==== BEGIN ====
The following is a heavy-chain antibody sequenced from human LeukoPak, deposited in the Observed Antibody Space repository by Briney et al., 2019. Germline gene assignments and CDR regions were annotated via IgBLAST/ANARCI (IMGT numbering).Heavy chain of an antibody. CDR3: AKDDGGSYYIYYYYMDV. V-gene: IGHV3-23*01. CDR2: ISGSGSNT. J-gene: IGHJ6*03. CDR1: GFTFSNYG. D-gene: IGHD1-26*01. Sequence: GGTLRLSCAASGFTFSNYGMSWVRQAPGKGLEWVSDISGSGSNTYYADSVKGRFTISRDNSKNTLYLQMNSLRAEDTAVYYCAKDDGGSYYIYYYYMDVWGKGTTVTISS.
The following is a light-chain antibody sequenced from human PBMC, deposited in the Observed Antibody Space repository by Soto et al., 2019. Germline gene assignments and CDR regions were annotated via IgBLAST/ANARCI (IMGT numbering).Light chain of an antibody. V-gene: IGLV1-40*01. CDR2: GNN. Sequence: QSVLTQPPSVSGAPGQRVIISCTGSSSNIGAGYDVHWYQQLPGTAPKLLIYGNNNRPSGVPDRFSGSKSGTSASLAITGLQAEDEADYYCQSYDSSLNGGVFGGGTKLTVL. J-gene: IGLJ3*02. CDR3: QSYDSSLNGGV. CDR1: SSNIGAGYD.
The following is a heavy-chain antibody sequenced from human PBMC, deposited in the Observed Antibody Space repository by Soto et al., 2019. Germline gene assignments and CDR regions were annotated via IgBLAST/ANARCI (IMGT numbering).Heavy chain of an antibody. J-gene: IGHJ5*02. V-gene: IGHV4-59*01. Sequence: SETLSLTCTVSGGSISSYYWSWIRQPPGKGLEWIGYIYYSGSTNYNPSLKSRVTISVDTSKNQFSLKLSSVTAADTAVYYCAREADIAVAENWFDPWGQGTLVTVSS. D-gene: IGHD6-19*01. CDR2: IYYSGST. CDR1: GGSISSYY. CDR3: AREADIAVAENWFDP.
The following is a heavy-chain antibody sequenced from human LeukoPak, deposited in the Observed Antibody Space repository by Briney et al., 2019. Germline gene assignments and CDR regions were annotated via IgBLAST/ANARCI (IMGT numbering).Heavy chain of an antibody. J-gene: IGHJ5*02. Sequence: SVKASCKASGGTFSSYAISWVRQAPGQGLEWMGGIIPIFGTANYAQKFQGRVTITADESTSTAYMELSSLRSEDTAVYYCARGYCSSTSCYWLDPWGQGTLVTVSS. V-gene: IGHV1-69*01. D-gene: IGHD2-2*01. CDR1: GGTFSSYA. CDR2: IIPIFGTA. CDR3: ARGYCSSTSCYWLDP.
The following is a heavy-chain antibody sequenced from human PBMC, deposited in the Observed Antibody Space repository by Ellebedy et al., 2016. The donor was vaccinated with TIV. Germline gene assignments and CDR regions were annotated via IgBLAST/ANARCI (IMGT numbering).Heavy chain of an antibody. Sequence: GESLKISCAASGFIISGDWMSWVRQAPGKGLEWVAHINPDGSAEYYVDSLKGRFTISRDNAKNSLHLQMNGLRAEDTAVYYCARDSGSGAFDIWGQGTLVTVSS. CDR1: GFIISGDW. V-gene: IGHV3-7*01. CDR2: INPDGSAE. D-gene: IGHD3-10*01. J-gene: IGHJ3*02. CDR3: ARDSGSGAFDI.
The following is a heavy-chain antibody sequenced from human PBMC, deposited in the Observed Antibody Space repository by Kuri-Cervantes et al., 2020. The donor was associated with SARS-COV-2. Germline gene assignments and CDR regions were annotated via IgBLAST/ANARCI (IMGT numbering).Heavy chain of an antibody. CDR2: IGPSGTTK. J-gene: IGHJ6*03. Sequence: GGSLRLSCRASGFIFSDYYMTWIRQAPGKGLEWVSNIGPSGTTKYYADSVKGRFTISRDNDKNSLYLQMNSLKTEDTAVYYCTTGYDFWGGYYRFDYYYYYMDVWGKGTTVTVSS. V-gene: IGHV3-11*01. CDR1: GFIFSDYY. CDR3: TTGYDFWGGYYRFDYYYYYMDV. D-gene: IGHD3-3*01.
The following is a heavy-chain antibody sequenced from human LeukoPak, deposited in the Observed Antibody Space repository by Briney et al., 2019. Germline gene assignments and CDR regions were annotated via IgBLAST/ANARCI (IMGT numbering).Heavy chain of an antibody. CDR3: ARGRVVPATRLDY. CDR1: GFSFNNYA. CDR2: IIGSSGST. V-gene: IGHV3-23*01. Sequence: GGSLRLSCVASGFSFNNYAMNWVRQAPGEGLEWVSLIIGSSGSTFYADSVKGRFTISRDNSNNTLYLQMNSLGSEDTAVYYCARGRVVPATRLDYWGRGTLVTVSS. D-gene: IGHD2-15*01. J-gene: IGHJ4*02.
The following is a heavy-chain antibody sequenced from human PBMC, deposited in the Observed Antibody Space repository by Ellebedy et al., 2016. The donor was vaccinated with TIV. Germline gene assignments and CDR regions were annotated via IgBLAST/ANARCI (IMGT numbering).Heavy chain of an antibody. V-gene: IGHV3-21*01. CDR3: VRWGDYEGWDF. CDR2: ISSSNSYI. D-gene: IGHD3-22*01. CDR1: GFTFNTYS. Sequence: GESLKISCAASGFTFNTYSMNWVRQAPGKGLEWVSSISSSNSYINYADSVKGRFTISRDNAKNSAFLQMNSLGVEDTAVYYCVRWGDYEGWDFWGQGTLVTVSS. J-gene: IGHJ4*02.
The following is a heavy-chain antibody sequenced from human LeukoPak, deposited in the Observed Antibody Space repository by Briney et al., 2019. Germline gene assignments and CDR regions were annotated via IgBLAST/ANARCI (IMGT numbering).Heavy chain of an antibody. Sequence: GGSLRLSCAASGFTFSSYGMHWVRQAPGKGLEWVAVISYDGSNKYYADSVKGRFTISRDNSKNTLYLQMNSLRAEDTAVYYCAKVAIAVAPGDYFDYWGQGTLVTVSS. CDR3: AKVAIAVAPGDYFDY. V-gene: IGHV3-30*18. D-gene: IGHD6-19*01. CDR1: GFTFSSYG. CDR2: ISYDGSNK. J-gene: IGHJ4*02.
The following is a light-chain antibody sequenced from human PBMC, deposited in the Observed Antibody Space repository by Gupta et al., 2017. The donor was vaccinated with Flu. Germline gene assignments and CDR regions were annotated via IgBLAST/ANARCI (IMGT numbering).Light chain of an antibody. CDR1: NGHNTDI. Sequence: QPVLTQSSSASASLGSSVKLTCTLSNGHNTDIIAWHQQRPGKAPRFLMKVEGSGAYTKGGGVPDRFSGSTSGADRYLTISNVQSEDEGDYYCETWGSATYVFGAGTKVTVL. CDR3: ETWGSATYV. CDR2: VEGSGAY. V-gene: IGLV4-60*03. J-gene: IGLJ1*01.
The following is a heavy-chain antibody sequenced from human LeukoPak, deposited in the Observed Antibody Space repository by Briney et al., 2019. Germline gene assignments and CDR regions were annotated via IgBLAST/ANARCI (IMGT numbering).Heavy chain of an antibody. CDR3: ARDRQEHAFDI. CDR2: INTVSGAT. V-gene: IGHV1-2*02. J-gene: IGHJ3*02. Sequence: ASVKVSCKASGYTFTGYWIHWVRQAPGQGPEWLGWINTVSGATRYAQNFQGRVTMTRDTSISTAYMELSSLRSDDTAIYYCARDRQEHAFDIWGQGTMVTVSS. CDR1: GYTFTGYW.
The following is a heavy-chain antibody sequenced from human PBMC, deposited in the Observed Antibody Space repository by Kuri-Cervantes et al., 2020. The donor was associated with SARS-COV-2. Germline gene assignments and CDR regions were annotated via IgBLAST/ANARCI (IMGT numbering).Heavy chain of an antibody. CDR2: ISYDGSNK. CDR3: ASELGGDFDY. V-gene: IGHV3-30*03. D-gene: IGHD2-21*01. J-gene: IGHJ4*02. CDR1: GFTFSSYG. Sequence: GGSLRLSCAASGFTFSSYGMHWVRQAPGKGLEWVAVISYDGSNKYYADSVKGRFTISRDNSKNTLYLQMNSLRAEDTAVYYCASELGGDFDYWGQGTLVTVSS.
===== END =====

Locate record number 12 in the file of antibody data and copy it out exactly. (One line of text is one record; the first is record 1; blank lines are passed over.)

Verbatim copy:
The following is a heavy-chain antibody sequenced from human PBMC, deposited in the Observed Antibody Space repository by Kuri-Cervantes et al., 2020. The donor was associated with SARS-COV-2. Germline gene assignments and CDR regions were annotated via IgBLAST/ANARCI (IMGT numbering).Heavy chain of an antibody. CDR2: ISYDGSNK. CDR3: ASELGGDFDY. V-gene: IGHV3-30*03. D-gene: IGHD2-21*01. J-gene: IGHJ4*02. CDR1: GFTFSSYG. Sequence: GGSLRLSCAASGFTFSSYGMHWVRQAPGKGLEWVAVISYDGSNKYYADSVKGRFTISRDNSKNTLYLQMNSLRAEDTAVYYCASELGGDFDYWGQGTLVTVSS.